There are some things that will be the same the world over like how long the virus takes to become infectious in someone's body. But how an outbreak develops after that depends on what measures countries take and when they act, and China brought in restrictions sooner than many other countries.
7,000 is still above China's present death toll, of course. But any number of things can happen. China is flirting with reducing their internal lockdown and simultaneously has imposed a travel ban on foreigners due to a sudden rise in "imported" cases. They even discourage their own citizens from returning now (same link). The (speculated, but rather obvious) reason for that is that
China is now fearful of a second peak as the pandemic accelerates overseas.
I think it's still an open question whether China will manage to avoid that or not. In the latter case, their death toll could well rise again.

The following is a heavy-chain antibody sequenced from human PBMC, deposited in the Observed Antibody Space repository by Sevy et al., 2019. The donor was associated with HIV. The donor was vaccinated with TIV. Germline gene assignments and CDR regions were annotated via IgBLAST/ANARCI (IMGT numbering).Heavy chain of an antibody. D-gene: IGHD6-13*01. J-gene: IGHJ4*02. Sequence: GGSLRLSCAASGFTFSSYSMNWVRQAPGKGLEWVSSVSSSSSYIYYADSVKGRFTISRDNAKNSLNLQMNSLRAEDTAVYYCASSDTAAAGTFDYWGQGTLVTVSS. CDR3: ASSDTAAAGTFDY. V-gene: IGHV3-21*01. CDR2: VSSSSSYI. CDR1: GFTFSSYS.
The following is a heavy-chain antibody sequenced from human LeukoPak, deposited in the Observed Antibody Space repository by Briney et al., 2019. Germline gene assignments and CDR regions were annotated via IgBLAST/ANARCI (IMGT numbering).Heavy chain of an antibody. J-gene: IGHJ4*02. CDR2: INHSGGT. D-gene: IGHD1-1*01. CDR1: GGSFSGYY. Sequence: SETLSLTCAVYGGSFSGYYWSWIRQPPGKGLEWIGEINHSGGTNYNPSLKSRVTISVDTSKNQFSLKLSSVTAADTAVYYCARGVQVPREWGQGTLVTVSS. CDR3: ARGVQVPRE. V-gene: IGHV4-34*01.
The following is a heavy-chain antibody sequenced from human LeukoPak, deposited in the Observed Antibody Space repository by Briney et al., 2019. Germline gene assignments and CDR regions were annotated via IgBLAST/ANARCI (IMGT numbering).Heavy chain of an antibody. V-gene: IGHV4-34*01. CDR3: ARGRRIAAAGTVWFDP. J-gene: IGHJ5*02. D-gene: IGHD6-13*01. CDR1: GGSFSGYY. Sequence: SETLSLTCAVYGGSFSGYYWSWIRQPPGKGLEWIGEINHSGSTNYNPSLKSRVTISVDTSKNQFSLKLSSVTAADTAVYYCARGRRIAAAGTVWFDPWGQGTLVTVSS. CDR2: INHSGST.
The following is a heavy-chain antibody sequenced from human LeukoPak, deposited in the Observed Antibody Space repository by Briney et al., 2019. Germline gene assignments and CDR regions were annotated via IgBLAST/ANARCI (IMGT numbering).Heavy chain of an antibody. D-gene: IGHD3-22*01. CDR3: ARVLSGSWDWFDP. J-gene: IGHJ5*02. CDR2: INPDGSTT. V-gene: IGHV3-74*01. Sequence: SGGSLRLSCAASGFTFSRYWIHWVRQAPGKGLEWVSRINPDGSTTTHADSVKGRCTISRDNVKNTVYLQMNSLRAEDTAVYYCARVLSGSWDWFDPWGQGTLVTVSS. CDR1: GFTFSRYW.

And yes (as suggested in some comments under the question) some people, even some experts, doubt the accuracy of the statistics coming from China. As far as I can tell most doubts relate not to underreporting deaths but to the asymptomatic cases not being tested/reported so, e.g. RFERL says:
doubts have dogged China's statistics despite an assurance from a joint UN-Chinese epidemiological mission in late February that the country's "numbers are real."
Scattered reports have leaked out of the country this month hinting at the possible suppression of infection numbers by simply refusing to test people who fear they might be ill.
I'm not sure how that can be quantitatively incorporated in an analysis/answer though. Even if deaths are correctly reported though, if infections are not, there's indeed a higher chance that there could be another "peak" of infections in China, but quantifying this seems rather tricky.